It is often the little decisions made 100’s of times a day that can create the largest problems in regards to time and money efficiency. One of those decisions, that seems small enough not to matter, is how to name files and folders.
These decisions are made on the fly, by several different people with various priorities and perspectives. Compounding the issue is that various individuals have different levels of foresight and process mindsets. Without purposefully thinking through some of the little things, they can compound and create search and retrieval nightmares.
Purposely setting file and folder names can save an enormous amount of time.
Setting a Nomenclature policy or guideline can save countless hours a week in search, organization, and even lower coordination and collaboration costs. Questions such as:
- Where did you put this file?
- What is the name?
- I can’t find the latest quote?
- I went to help you with the project but couldn’t find where the files were? no longer take up valuable time and delay important work.
File Structure Shape
The first step is to think about how you want your file structure to be “shaped”.
- Do you want a flat structure with few folders and a lot of files per folder?
- Do you want a deep structure with many directories to force organization?
With search much better than it used to be, I often tend towards a flat structure. You can get to files faster (without clicking through several folders), and it is less strain on the processing side for the computer to index and keep the structure up to date.
Often, a deep structure is used to bypass the importance of naming files and folders and make it not important; but this is an expensive decision in both time and computer power. However, without naming properly, a flat structure can be a disaster. I am sure you have those folders with 100s of files all randomly named, and no hint as to what is in them. A nomenclature allows you to use a flat structure without this problem. Instead, sorting can be used.
Understand Search Intent
Once you decide which structure you want, you need to consider how you will later look for information in that folder. Some examples:
- If a folder of purchase orders, you will probably look for them by date, vendor, or PO number.
- If a folder of quotes, you will mostly look by RFQ number, customer, project name, or date.
- If a folder of prints, you might look for them by part number, revision, or type.
Understanding how data is to be searched later is key in setting a nomenclature that helps you rather than creates problems later.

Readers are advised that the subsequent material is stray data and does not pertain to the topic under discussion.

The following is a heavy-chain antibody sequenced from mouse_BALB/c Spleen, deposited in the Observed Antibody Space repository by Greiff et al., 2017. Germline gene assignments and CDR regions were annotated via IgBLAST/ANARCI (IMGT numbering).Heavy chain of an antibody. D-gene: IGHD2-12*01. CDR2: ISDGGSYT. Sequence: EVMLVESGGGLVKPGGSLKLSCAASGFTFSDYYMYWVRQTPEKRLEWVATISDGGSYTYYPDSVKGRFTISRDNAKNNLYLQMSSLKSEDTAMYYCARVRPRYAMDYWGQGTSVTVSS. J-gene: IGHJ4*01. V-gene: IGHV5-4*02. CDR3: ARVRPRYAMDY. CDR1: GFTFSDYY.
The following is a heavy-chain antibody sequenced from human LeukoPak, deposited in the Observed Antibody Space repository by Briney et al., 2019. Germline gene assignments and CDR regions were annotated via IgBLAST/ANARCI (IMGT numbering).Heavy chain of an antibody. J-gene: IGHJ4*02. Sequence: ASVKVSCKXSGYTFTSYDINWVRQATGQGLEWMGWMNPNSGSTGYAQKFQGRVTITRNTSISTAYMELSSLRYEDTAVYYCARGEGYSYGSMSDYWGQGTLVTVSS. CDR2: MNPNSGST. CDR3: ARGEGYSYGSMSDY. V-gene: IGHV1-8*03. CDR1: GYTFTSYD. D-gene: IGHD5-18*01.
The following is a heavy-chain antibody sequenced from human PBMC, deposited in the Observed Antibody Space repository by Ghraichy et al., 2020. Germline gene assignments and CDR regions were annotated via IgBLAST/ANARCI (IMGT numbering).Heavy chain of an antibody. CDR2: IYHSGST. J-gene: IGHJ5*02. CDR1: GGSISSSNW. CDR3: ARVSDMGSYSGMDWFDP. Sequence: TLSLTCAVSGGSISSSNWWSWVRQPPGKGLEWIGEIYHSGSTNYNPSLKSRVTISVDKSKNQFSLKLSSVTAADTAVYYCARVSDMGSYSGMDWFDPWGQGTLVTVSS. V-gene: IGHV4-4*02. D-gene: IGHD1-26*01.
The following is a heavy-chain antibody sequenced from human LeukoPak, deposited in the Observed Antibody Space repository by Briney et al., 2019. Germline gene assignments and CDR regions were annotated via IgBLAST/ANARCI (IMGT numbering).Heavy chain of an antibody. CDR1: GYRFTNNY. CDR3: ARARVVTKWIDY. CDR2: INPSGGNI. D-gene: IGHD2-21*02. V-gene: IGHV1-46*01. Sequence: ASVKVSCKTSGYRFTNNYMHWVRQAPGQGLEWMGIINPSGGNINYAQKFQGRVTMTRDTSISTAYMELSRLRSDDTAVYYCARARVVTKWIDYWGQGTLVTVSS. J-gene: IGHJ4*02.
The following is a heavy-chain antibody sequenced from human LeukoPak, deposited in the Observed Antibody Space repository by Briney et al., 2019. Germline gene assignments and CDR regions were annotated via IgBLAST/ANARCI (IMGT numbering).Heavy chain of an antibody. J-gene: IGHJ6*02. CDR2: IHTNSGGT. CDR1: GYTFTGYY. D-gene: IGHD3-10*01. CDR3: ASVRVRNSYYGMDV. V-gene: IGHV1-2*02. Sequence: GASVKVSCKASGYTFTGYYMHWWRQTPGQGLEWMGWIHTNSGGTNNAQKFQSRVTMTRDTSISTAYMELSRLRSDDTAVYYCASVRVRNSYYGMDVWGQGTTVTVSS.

Prioritize Search Factors
After understanding the what of the search, you must consider which of those factors are important enough to be in the name of the file or folder, and in what order they should be put for proper sorting.
For example, let’s say all quotes are kept in a quote folder. All of the docs related to a quote go in a specific folder placed inside the quote folder.
When searching for quotes, we are usually looking for a quote for a specific customer. Beyond that, we would like to see them in chronological order, to quickly find the last quote to reference for an order. We might also not want to have to open the files to see which quote project it is.
In this case, we would create a new folder for each quote and name it something like this:
- Customer Name
- Project Name
Which would come out something like: Customer XYZ 10-08-2019 Part Quote
The last piece is to think about how things will look and how they will sort.
If everyone types in the customer name, you will be shocked at how many different types of names you will get for the same customer. From all caps to no caps, punctuated names, misspellings, and other variations. You will end up with a folder that looks messy with various customer quotes starting:
- Customer XYZ
- CUST XYZ
- Customer xyz Inc. The different lengths and caps will make it hard to quickly scan and find a folder or file.
This also means when you sort, you won’t get all customer quotes together in the right order to quickly scan (XYZ will be in a different location than Customer XYZ). I often advise an all-cap, 3 digit name assignment. This keeps it the same length and caps for everyone.
The same goes for the date. How I have written it above will sort all October quotes for XYZ, regardless of the year. So properly putting the date in descending order can solve this.
This will sort in the proper date order.
What we end up with is proper folder naming convention that will keep our quote folder flat (rather than having quote folders, then customer folders in that, then a folder for each month inside of each customer folder), and easily searchable by thinking through sorting.
XYZ 20191008 Part Quote